Ha-HA...I did get something accomplished today. As I was struggling through a particularly nasty, slushy commute home today, I got the idea for a slice-of-life essay. Here's the result. I'm still not sure if it looks as good on paper as it sounded in my head. Feel free to leave comments or critiques. (I love feedback. Even if you just tell me I suck.)
by Angela Dalecki
It snowed today.
As a grown-up adult with grown-up responsibilities, I hate snow. I hate that it makes my commute home more difficult and twice as long as usual. I hate that I can’t drive easily in it. I hate having to clean off my car. I hate getting home an hour later than usual because the weather slowed traffic to a crawl on a highway.
It’s a shame I have to commute to and from my job. Because if I didn’t have to drive in it, maybe I would have appreciated how beautiful Pennsylvania looks with a fresh blanket of snow.
By the time I left work, it had been snowing for about three hours. When I stepped outside, there was about an inch of snow on the ground, and big, fat, snowflakes were still coming down. There was no wind, no rain, just snow.
If I hadn’t had to drive in it, I probably would have taken a moment to enjoy the beauty of it all. Because it wasn’t a snow I would have wanted to miss.
If I wasn’t so worried about getting home, I might have noticed that the snowflakes were the heavy, moist kind—the type that just clings to whatever it lands on. More than a dusting but not quite a blanket, the snow had covered the lawn to the point where you could just barely see grass tips peeking through.
I might have noticed the leafless oak trees along the streets and the parking lot, and how they were all lined with snow on each and every branch. I might also have noticed the evergreens—how their coating of snow made the branches hang just a little lower than usual, and how the layer of white on green gave them that coveted Christmas look that we never actually get around Christmastime here in the Mid-Atlantic states.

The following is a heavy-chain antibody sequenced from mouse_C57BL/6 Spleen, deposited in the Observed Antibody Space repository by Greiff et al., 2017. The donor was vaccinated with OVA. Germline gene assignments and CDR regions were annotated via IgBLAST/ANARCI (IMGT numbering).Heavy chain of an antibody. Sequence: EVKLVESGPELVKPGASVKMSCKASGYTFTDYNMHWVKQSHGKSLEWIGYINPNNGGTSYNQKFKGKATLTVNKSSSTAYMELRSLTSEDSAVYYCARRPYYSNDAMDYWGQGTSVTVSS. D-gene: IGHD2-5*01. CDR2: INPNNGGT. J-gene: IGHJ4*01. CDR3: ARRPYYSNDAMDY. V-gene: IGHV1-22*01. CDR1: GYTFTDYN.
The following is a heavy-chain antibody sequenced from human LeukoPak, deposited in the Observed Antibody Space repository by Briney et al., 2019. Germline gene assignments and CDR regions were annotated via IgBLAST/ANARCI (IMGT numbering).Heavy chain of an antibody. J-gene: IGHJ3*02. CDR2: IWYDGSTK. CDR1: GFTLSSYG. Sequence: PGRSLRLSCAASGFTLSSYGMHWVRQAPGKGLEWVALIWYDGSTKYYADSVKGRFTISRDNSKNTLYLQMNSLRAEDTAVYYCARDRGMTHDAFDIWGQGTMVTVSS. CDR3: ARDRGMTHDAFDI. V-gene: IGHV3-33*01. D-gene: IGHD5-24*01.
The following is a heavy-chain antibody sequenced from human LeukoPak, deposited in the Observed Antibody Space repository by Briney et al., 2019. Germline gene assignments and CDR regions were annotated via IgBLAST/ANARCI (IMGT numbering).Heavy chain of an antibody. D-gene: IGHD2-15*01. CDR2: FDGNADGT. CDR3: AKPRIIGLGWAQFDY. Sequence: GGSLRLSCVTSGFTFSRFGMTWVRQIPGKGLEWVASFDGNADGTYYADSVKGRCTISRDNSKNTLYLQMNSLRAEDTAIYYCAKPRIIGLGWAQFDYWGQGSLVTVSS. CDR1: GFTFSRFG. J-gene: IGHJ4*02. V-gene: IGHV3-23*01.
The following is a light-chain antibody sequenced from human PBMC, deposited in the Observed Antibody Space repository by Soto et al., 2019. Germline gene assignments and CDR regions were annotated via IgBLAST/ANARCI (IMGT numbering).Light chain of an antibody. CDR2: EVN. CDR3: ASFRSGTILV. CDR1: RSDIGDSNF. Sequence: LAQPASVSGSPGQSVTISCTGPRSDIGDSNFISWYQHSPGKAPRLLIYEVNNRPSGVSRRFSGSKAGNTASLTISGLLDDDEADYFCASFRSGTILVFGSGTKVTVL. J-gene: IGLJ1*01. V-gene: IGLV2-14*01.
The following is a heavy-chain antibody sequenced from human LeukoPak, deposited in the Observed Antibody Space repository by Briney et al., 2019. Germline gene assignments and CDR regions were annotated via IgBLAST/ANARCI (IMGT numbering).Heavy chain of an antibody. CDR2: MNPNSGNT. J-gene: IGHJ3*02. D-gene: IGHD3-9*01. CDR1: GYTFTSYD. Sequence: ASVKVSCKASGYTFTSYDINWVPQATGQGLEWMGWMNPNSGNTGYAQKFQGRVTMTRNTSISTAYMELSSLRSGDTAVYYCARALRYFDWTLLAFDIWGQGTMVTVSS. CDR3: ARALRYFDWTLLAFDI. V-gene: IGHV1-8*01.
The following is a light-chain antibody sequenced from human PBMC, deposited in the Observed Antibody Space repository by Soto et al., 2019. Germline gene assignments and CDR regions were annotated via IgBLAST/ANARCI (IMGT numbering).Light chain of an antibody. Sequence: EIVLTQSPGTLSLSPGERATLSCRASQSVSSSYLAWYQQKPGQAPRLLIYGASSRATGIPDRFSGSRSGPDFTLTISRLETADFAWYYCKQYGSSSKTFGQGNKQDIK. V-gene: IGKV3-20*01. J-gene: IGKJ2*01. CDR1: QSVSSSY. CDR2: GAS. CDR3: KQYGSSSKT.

Most importantly, I might have noticed how muted our busy world gets when it snows like this, how quiet and peaceful it is, and what a magical feeling it is to stand outside and just allow the snow to catch in my hair and eyelashes. And if I’d noticed this, maybe I would have gone for a stroll, taking in all of the things I was too busy to see because I was cleaning off my car and cursing Mother Nature for never allowing it to snow on a Saturday.
And if I’d gone for a walk and taken in all of the breathtaking scenery, maybe I would have remembered how, as a child growing up New England, I would wait all season long for a snow just like this one—the perfect consistency for snowmen, snowball fights, sledding, snow angels, and catching snowflakes on my tongue. I’d think about how it’s been entirely too long since I enjoyed snow just for the sake of being snow. And I’d smile and walk a little longer, enjoying the feeling of flakes on my skin and thinking about how, for this moment at least, I’m a child again.
Eventually, I’d go back inside and warm myself up by changing into some cozy flannel pj’s and warm fuzzy socks, and making myself some hot chocolate and maybe baking some cookies. I’d put in an old movie, snuggle up under a blanket with my husband, and think that life is pretty okay right now.
Instead, I had to clear more than two inches of thick, wet, heavy snow off my car—without a brush, since I’m an idiot who doesn’t plan for these things—and endure an hour-long commute on a messy, slushy highway with hundreds of other people who don’t know how to drive in snow and insist in crawling at about 12 miles an hour. By the time I got home and could actually think about enjoying the snow, it had turned into rain. So now I’m inside, ready to eat dinner, just thinking about what might have been.
I think I might still make that hot chocolate.